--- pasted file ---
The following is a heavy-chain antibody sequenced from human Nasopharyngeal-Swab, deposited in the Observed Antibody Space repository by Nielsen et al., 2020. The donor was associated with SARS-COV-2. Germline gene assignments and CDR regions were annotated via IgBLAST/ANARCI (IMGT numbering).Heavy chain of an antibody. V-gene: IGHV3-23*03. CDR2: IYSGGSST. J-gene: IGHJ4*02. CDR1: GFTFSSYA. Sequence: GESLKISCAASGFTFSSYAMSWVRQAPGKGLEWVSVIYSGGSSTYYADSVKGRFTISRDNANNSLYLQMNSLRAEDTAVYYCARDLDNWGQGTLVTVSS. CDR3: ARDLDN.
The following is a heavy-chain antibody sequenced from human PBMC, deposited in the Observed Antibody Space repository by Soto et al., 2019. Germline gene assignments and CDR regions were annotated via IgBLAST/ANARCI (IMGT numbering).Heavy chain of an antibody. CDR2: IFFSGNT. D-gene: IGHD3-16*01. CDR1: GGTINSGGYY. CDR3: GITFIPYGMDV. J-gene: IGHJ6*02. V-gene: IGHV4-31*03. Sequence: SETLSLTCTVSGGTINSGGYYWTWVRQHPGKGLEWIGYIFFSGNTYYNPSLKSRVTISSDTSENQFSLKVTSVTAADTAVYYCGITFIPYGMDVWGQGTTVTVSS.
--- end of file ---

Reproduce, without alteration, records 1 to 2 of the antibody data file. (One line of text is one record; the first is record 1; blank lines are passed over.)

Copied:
The following is a heavy-chain antibody sequenced from human Nasopharyngeal-Swab, deposited in the Observed Antibody Space repository by Nielsen et al., 2020. The donor was associated with SARS-COV-2. Germline gene assignments and CDR regions were annotated via IgBLAST/ANARCI (IMGT numbering).Heavy chain of an antibody. V-gene: IGHV3-23*03. CDR2: IYSGGSST. J-gene: IGHJ4*02. CDR1: GFTFSSYA. Sequence: GESLKISCAASGFTFSSYAMSWVRQAPGKGLEWVSVIYSGGSSTYYADSVKGRFTISRDNANNSLYLQMNSLRAEDTAVYYCARDLDNWGQGTLVTVSS. CDR3: ARDLDN.
The following is a heavy-chain antibody sequenced from human PBMC, deposited in the Observed Antibody Space repository by Soto et al., 2019. Germline gene assignments and CDR regions were annotated via IgBLAST/ANARCI (IMGT numbering).Heavy chain of an antibody. CDR2: IFFSGNT. D-gene: IGHD3-16*01. CDR1: GGTINSGGYY. CDR3: GITFIPYGMDV. J-gene: IGHJ6*02. V-gene: IGHV4-31*03. Sequence: SETLSLTCTVSGGTINSGGYYWTWVRQHPGKGLEWIGYIFFSGNTYYNPSLKSRVTISSDTSENQFSLKVTSVTAADTAVYYCGITFIPYGMDVWGQGTTVTVSS.